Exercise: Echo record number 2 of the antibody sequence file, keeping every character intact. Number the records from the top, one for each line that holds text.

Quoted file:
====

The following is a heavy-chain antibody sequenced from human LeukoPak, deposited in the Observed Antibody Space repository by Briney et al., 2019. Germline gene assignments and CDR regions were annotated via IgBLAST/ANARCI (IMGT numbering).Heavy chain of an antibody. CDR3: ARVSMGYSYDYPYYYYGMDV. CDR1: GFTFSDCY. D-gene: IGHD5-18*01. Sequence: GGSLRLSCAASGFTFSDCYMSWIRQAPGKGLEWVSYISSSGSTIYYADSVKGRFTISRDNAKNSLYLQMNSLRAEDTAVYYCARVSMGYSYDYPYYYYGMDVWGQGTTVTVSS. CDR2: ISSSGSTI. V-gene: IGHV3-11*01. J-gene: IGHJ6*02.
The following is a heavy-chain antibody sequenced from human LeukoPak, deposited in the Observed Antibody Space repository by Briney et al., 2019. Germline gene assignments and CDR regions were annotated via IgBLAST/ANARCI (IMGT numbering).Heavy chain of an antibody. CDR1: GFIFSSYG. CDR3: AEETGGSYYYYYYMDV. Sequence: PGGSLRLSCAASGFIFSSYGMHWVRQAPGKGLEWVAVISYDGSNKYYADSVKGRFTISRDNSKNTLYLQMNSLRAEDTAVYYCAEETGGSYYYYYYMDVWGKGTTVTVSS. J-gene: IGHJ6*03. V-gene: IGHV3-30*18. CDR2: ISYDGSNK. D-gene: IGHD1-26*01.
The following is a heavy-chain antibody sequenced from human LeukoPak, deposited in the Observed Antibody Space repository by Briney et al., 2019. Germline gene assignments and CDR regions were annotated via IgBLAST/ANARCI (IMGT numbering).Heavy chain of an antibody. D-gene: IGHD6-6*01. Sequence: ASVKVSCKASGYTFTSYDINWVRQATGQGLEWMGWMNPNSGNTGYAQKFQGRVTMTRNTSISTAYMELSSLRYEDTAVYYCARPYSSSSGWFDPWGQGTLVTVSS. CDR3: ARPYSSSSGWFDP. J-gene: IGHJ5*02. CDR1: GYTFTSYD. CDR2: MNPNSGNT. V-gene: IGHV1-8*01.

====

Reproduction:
The following is a heavy-chain antibody sequenced from human LeukoPak, deposited in the Observed Antibody Space repository by Briney et al., 2019. Germline gene assignments and CDR regions were annotated via IgBLAST/ANARCI (IMGT numbering).Heavy chain of an antibody. CDR1: GFIFSSYG. CDR3: AEETGGSYYYYYYMDV. Sequence: PGGSLRLSCAASGFIFSSYGMHWVRQAPGKGLEWVAVISYDGSNKYYADSVKGRFTISRDNSKNTLYLQMNSLRAEDTAVYYCAEETGGSYYYYYYMDVWGKGTTVTVSS. J-gene: IGHJ6*03. V-gene: IGHV3-30*18. CDR2: ISYDGSNK. D-gene: IGHD1-26*01.